Mobile may hold the answer. Consider that mobile devices are increasingly able to capture an awful lot of information about individuals. The new iPhone 5S, for example, has an M7 co-processor which means that the gyroscope, compass, and accelerometer sensors can operate without degrading overall device performance. This means that tracking your activity is now easily done in the background making ‘Quantified Self’ applications much more viable than they have been previously. So it’s possible to track how much you are walking or running, or whether you are driving, and using it to infer, for example, whether you are asleep.

“The list of ways in which the relationship between individuals and brands could be improved by providing a breadth of data about ourselves (rather than the limited information they already hold) is potentially endless”

Colin Strong

Colin Strong

Add to this the increasing number of visual lifelogging wearable devices now available, such as Memoto, which will take a picture of what you see in front of you, every thirty seconds. Increasingly, technology is available to then code these pictures so they can be converted into meaningful data. Of course other devices can collect ambient sound, so it is possible to track what TV or radio advertising people are being exposed to. And, of course, other devices such as Google Glass will have a huge – but as yet unexplored – impact on the nature of the data that can be collected.

Of course, this has challenges – both ethical and practical. Will we, for example, be required to share this information with insurance companies? Are we comfortable with this level of data being collected about us?

But perhaps we become more comfortable if we start seeing the benefits that this may have for us personally and immediately rather than as a vague long-term benefit. At one end of the spectrum individuals with chronic health conditions may obtain huge benefits from tracking their health and comparing it with others. Not only to provide them with appropriate care but also to further research their condition. But we can also use this information to change the way we engage with brands.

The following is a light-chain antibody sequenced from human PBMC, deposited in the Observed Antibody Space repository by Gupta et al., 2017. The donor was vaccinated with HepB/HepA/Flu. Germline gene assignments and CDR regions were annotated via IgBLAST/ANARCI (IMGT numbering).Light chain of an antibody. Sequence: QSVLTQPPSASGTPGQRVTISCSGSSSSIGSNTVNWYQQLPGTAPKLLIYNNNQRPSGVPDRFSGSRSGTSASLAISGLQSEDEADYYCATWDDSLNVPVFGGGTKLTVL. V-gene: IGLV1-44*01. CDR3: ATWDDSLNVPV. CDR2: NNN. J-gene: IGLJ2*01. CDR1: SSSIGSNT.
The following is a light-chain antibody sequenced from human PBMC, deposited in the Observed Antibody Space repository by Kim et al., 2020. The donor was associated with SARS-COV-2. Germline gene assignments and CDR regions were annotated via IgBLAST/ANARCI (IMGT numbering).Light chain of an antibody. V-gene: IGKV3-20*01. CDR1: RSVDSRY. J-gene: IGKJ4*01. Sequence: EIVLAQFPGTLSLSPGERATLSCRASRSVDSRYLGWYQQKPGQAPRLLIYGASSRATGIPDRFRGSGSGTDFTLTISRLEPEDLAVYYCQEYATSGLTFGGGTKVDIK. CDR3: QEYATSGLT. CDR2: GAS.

If we can share data that we collect about ourselves then brands can respond in a much more intelligent, personalised way. So we may, for example, choose to share information about the full richness of our lifestyle relating to car usage. That way, automotive brands could find options that really do best meet our personal needs, not just in terms of choice of car but also related services such as in-car entertainment, places to stop on your journeys and so on.

Or perhaps you could share information about your movements and the ambient temperature of your home so that energy companies could find the tariff that best meets your needs. The list of ways in which the relationship between individuals and brands could be improved by providing a breadth of data about ourselves (rather than the limited information they already hold) is potentially endless.

By engaging with consumers about how they can use their personal data for their own direct benefit, we will move a step closer towards solving the value exchange conundrum at the heart of our industry.

This might feel like a long way off from some of our current concerns, about getting consumers to respond to surveys via their mobile device. But we may well look back at this time and see it as a transition – a period where we grasped the nettle of why consumers would actually want to engage with market research.

Colin Strong is managing director of GfK Technology UK